Kaitlyn Dunnett/Kathy Lynn Emerson: What’s already been said pretty much covers the question. Plot, characters, and setting, too, are all pretty darned crucial to a successful novel, regardless of genre or sub-genre. So, I’ll add a twist. When I’m starting a new series (or writing a stand-alone novel), it’s definitely the characters that I think about first. Plot comes much later. In fact, it usually runs a poor third behind planning the setting. In planning a new mystery novel and contemplating the crime, usually a murder, I’m thinking in terms of who gets killed, who will solve the crime, who will help in that endeavor, who will be suspected, and who dunnit. The details of the plot flow from those decisions. Sometimes they’re even subject to change as the individual characters develop during the writing process. I suspect readers are drawn into the “story” in the same way. If the characters are interesting enough, they’ll commit to following the twist and turns of the plot. If the characters are bland and uninteresting, no one’s going to care what happens to them.
Maureen Milliken: Character, every time. I don’t want to read a book if I don’t care about, or am interested in, the characters. Plot is necessary, yes, but it’s characters that make a book. When readers tell me what they like about my books, a lot of it has to do with character. When I was 14, I read my first Dorothy Sayers book, and was blown away — it was the first time I realized a mystery novel could be as much about how people felt, what they were doing and how they interacted with each other as about plot. I love Stephen King because he captures the marginalized and misfit so well. His stories wouldn’t be nearly as good if he didn’t have such a firm grasp on character.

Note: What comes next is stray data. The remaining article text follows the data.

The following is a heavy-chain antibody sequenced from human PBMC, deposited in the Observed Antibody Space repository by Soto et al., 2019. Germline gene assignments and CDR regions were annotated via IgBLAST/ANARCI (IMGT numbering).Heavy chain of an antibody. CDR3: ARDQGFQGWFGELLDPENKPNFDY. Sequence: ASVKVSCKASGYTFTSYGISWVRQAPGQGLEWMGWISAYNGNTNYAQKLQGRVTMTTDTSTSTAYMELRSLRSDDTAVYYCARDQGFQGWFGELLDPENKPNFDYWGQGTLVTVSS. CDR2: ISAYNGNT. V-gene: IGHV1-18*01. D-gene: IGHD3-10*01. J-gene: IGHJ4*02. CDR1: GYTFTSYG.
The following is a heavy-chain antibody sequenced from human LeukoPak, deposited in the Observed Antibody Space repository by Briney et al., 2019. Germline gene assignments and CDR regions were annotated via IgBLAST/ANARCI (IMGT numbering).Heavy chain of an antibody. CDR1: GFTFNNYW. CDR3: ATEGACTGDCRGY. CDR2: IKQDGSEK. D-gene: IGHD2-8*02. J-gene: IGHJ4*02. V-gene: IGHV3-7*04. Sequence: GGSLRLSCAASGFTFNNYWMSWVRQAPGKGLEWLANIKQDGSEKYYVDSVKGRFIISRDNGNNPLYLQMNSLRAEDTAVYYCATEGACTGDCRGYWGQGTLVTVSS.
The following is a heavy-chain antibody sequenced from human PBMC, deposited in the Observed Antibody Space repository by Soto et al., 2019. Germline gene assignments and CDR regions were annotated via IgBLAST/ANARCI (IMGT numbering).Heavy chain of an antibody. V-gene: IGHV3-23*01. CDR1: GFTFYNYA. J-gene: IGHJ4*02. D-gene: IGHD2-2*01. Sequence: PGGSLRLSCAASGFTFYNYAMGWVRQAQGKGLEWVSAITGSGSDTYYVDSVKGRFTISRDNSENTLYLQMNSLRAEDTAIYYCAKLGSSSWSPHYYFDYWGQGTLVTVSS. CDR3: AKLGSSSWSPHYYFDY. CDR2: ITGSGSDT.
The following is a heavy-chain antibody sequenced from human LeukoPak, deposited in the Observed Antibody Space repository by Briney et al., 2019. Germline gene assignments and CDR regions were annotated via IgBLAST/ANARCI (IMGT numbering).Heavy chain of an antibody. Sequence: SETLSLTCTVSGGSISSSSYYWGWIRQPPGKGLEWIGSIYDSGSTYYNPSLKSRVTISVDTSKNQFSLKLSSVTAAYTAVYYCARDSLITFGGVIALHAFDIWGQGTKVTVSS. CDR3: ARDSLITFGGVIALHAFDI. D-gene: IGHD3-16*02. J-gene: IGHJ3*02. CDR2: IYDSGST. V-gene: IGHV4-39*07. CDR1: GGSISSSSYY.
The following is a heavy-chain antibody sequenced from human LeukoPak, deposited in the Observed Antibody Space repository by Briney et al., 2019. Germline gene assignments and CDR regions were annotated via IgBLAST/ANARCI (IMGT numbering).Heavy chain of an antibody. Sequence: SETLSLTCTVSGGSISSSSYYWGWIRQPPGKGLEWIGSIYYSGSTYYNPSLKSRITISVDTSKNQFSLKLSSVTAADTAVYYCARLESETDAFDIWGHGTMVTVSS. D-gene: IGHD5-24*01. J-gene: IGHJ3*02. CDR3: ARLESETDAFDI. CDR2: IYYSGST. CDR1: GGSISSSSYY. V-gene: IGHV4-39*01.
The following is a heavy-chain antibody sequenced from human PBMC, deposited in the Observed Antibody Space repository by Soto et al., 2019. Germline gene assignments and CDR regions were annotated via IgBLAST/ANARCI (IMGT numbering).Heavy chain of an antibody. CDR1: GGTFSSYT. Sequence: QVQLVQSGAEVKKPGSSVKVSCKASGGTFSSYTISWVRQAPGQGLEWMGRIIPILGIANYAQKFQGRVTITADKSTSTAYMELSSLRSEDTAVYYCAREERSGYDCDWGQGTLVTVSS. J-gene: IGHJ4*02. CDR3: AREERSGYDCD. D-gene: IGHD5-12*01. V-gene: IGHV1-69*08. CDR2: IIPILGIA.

Still not convinced? As I’m sure some of my colleagues have already pointed out, it’s character that drives plot. How people behave and react, what they do and why. Can’t have a good book without good characters.
Barb: Both are necessary. Readers need to care enough about the characters to care what happens to them–and something has to happen to them. Otherwise, why are you telling this particular story?
Sandy Neily: I thought I’d share some of the reminders I have up on my wall (to look at when I write).
Bring the PAIN Early. (I think that means bring it to characters through the plot. Then both the protagonist and the antagonist (or villain) have motives to do what they do. They have motives to change behaviors and often the pain drives these plot changes.
All Plot Comes From Desire and Want (Each page should have something someone wants. That want, even a glass of water, sets off a chain of events.)
“Character, Character, Character” (What matters most to readers said Lily King in her workshop that I attended. This from an author who opens her amazing novel Euphoria with a primitive tribe throwing a dead baby into the waters as white folks approach, so she’s no slouch on plot either. What each person brings with her/him as tools to deal with or not deal with this world … is the meat of the book.)
And from Helen Keller, who of course should really know: “Character cannot be developed in ease and quiet. Only through experience of trial and suffering can the soul be strengthened, ambition inspired, and success achieved.”